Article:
Archive for May, 2013

Drawing On the Wisdom of Past Pioneers

Today is the Sunday of Memorial Day weekend and in rememberance of those pioneers in my family who have passed on from this world to the next, I am “putting up”  produce for my family’s later use… using the old fashioned art-form of canning and preserving.

As I write this, I am in the process of canning the 2nd of 2 batches of apricot jam (15 1/2 pint (1 cup) jars total). A 3rd wil be made (sort of), but I ran short of apricots and lemon juice for it, so I am making that batch into Apricot-Carrot Marmalade substituting shredded carrots for the missing apricots and orange juice concentrate for the lemon juice (approx. yield 8- 1/2 pints of marmalade.)  The remainder of  can of frozen O.J. concentrate will probably get made into a sweet pepper relish made with a mixture of red, orange and yellow sweet peppers.  I wish I could say that I had grown all of the apricots, carrots and peppers in our family garden and orchard, but this time I can’t.  Our carrot crop was just planted 2 weeks ago, our pepper transplants aren’t in the ground yet and we don’t have any apricot trees that are bearing…yet.

If you’ve never tried canning your own fruits and veggies before. I highly recommend starting your canning adventures with jams and/or jellies.  Jams and Jellies, along with salsa are among the easiest canning recipes to start with.  A search at your local book store or an online book-seller like Barnes & Noble or Amazon will yield a number of useful books on canning in small batches to get you started.

As a young girl, I grew up in Oregon’s fertile Willamette Valley, with it’s many orchards, nut groves, berry and vegetable farms.  I remember many summers spent at the sides of my mother, grandmothers and aunts, as my cousins and I helped with the taskes of preparing fruits and vegetables for canning, freezing or drying.  At 4 or 5 years old, we were able to shuck corn, snap beans and stem the apples and cherries.  As we got older, we were able peel and chop some of the fruits or vegetables and later to help with the canning itself.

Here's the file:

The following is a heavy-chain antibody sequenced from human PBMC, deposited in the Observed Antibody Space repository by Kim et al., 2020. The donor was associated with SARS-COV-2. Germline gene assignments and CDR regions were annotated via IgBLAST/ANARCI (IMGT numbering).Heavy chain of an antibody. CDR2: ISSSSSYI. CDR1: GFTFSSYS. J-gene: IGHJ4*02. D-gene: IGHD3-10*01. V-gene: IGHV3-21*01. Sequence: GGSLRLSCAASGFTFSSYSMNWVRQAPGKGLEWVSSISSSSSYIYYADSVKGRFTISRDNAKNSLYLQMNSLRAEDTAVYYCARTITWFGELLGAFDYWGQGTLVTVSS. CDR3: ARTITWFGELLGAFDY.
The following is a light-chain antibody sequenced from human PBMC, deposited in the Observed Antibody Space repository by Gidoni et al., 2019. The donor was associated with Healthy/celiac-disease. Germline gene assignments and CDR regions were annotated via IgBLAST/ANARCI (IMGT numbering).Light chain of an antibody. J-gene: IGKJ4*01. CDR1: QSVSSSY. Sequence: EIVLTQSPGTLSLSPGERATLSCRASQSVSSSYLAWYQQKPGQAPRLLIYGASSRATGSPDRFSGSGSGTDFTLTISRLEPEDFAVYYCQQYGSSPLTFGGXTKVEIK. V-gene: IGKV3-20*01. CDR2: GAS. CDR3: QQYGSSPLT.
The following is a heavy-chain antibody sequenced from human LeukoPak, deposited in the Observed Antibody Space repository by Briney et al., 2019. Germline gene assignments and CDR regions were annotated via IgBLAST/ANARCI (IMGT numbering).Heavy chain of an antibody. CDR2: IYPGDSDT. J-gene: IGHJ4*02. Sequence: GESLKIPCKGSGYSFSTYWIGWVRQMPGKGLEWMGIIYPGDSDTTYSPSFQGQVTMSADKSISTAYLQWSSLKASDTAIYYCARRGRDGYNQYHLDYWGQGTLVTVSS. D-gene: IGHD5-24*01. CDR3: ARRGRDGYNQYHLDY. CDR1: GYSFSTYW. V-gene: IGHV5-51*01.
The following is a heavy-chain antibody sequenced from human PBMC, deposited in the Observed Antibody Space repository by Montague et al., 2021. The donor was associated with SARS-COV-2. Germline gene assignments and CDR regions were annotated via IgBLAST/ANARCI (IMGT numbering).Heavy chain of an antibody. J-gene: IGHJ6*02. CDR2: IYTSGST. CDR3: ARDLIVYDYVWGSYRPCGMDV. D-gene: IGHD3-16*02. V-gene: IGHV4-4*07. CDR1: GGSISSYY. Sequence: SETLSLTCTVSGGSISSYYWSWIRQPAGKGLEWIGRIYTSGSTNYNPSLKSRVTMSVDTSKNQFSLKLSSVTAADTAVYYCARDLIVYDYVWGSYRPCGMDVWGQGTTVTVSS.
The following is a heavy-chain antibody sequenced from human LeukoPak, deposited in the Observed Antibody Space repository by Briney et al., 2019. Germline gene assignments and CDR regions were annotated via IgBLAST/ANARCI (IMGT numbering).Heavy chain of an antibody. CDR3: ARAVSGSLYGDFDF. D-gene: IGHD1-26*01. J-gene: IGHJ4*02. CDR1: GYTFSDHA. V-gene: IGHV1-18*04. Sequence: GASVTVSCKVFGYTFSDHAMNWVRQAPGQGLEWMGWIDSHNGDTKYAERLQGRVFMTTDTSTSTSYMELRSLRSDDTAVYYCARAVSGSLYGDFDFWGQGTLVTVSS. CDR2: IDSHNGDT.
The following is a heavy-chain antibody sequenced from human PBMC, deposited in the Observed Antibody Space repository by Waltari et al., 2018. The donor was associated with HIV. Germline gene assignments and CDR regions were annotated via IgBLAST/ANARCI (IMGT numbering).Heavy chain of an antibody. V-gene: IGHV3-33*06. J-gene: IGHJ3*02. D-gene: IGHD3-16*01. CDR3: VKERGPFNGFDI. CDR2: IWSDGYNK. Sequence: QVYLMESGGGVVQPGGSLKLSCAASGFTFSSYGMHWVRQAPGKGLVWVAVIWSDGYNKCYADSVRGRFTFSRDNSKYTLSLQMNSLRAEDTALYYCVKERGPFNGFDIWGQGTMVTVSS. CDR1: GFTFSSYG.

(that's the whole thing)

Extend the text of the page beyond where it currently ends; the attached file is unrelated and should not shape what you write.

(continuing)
Appropriately for today’s post, the very first recipe I remember actually helping with the canning… learning to wash and boil the jars, mixing the fruit, sugar, lemon juice and pectin, then using the funnel to help fill the jars etc… was Apricot Jam.  I was about 9 years old and my mother had gotten a huge box of apricots from a local orchard… we had decided to make lots of apricot jam with it because it was my step-dad’s favorite jam!  Even after that huge batch of jam, we still had some apricots left and my mother pureed them and spread the puree on plastic wrap lined trays she placed in the food dehydrator to make healthier fruit leather than the high fructose corn-syrup laden kind ou buy in the store… as snacks for us kids.  I believe she also had a large box of plums at the same time and those were also turned into fruit leather and prunes.

Anyway, because my step-dad loves apricot jam so much, he’ll be recieving a portion of today’s yield for Father’s Day in a couple weeks once the jam has set.

Canning and preserving the harvest (whether you grew that produce yourself, bought it at a local orchard/farmer’s market or even purchased produce on sale in the grocerey store during “the season” for that particular kind of produce) is an art and a science handed down in time… generation to generation.  Mother to daughter to granddaughter… grandparent to grandchild… elderly neighbor to new homemaker.  If you’ve not learned this artform from one of your elders, take the time to try it this year and pass your new found knowledge down to your loved ones.  It is well worth the effort to acquire this knowledge and rest easy knowing you can provide your family with high quality, tasty and unique food creations to carry you through the winter months and through the years to come.

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